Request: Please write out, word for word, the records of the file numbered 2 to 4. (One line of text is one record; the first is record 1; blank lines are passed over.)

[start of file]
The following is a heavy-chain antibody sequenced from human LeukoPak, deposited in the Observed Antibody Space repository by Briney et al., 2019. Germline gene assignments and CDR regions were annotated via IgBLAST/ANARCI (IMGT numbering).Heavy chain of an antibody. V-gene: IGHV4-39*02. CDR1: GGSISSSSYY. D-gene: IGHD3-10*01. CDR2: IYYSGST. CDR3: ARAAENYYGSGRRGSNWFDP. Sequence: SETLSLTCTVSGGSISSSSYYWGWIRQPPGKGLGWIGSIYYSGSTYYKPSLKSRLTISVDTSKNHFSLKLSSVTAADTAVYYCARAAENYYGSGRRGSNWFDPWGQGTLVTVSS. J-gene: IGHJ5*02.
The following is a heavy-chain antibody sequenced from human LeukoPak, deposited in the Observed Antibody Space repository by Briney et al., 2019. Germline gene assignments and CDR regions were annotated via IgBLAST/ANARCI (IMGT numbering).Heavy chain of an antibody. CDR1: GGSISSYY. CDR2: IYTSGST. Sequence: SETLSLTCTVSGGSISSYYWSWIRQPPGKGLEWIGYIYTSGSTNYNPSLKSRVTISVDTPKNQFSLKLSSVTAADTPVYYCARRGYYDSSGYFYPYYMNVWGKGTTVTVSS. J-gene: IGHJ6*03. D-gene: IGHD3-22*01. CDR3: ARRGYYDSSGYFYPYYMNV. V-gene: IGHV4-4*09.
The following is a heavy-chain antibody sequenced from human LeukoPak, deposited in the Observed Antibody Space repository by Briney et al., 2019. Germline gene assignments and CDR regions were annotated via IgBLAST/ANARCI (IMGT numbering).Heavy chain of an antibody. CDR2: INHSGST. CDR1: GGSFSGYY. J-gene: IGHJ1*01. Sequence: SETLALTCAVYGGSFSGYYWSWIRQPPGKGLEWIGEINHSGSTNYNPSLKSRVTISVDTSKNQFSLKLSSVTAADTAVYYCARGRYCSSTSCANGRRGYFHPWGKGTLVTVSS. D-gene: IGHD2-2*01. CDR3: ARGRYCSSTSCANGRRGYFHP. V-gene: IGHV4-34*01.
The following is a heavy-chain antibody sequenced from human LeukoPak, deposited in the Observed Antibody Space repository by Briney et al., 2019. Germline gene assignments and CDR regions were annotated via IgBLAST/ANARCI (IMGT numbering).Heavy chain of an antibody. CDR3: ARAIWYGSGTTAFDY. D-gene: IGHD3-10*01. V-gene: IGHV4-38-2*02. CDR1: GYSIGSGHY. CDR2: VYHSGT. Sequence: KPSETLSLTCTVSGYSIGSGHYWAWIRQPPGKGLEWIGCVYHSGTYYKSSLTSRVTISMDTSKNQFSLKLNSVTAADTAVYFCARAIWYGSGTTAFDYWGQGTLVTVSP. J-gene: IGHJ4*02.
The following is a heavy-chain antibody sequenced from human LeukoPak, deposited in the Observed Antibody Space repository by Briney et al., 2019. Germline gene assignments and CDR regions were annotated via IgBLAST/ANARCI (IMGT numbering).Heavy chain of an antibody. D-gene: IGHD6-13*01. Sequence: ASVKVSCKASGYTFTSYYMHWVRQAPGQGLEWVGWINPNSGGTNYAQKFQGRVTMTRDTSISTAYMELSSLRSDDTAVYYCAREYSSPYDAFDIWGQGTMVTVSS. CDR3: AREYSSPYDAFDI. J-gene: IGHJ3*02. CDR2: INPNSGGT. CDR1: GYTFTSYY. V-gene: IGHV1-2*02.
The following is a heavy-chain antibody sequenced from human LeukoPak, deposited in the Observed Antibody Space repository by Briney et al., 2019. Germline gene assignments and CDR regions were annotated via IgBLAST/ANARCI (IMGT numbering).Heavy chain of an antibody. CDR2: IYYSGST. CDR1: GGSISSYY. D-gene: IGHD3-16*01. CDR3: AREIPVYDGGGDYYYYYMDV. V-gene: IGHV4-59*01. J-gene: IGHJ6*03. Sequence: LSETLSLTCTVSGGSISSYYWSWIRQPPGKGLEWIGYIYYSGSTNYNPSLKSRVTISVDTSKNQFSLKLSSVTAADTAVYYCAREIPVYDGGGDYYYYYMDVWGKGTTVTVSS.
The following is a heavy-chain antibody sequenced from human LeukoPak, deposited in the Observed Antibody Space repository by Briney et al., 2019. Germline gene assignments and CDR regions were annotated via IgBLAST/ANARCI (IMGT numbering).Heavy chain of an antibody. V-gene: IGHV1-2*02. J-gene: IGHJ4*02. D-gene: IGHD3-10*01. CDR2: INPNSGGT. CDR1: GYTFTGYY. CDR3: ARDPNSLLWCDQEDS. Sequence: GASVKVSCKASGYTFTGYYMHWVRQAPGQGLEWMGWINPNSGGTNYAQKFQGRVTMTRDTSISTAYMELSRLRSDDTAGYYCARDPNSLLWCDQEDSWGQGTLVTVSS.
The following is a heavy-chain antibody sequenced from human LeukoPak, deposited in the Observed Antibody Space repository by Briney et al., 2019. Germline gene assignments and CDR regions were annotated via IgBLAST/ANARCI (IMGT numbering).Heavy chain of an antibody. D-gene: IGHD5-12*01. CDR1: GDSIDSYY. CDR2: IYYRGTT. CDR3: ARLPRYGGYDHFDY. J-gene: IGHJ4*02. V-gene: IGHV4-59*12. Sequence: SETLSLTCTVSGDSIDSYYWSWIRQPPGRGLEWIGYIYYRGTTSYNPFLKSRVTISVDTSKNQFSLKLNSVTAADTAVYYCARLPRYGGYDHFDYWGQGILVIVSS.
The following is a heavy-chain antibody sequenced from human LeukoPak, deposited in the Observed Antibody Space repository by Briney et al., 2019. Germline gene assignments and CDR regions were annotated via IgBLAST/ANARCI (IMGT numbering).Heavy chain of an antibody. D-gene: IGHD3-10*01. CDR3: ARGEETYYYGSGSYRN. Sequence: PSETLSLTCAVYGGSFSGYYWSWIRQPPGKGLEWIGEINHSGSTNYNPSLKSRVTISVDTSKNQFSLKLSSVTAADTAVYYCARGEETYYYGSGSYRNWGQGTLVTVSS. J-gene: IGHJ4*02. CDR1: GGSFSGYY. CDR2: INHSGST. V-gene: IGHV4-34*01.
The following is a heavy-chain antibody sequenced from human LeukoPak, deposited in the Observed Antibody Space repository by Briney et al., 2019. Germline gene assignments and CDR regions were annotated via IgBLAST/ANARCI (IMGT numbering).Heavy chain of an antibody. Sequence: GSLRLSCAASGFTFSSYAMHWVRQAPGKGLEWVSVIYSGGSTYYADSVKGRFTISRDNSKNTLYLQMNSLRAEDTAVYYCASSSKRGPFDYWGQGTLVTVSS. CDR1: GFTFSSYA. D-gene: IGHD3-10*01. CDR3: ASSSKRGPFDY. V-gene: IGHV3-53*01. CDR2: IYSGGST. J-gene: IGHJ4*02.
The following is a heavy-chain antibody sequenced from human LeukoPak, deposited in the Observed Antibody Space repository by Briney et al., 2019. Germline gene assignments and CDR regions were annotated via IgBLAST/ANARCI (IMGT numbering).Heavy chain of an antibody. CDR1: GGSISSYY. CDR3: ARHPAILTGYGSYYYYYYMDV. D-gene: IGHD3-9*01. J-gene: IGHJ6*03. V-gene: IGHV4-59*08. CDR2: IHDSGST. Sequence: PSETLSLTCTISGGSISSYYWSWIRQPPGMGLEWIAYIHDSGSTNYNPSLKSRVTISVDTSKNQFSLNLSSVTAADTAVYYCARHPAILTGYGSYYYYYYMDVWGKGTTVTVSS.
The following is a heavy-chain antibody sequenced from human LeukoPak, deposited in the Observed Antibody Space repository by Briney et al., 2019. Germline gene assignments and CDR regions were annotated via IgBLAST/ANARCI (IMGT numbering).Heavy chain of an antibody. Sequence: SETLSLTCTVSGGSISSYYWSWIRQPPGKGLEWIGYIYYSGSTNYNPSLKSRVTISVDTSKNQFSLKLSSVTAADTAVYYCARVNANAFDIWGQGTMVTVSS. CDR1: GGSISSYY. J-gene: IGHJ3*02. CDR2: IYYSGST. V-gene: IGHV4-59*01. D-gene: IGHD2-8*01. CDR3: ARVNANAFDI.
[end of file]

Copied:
The following is a heavy-chain antibody sequenced from human LeukoPak, deposited in the Observed Antibody Space repository by Briney et al., 2019. Germline gene assignments and CDR regions were annotated via IgBLAST/ANARCI (IMGT numbering).Heavy chain of an antibody. CDR1: GGSISSYY. CDR2: IYTSGST. Sequence: SETLSLTCTVSGGSISSYYWSWIRQPPGKGLEWIGYIYTSGSTNYNPSLKSRVTISVDTPKNQFSLKLSSVTAADTPVYYCARRGYYDSSGYFYPYYMNVWGKGTTVTVSS. J-gene: IGHJ6*03. D-gene: IGHD3-22*01. CDR3: ARRGYYDSSGYFYPYYMNV. V-gene: IGHV4-4*09.
The following is a heavy-chain antibody sequenced from human LeukoPak, deposited in the Observed Antibody Space repository by Briney et al., 2019. Germline gene assignments and CDR regions were annotated via IgBLAST/ANARCI (IMGT numbering).Heavy chain of an antibody. CDR2: INHSGST. CDR1: GGSFSGYY. J-gene: IGHJ1*01. Sequence: SETLALTCAVYGGSFSGYYWSWIRQPPGKGLEWIGEINHSGSTNYNPSLKSRVTISVDTSKNQFSLKLSSVTAADTAVYYCARGRYCSSTSCANGRRGYFHPWGKGTLVTVSS. D-gene: IGHD2-2*01. CDR3: ARGRYCSSTSCANGRRGYFHP. V-gene: IGHV4-34*01.
The following is a heavy-chain antibody sequenced from human LeukoPak, deposited in the Observed Antibody Space repository by Briney et al., 2019. Germline gene assignments and CDR regions were annotated via IgBLAST/ANARCI (IMGT numbering).Heavy chain of an antibody. CDR3: ARAIWYGSGTTAFDY. D-gene: IGHD3-10*01. V-gene: IGHV4-38-2*02. CDR1: GYSIGSGHY. CDR2: VYHSGT. Sequence: KPSETLSLTCTVSGYSIGSGHYWAWIRQPPGKGLEWIGCVYHSGTYYKSSLTSRVTISMDTSKNQFSLKLNSVTAADTAVYFCARAIWYGSGTTAFDYWGQGTLVTVSP. J-gene: IGHJ4*02.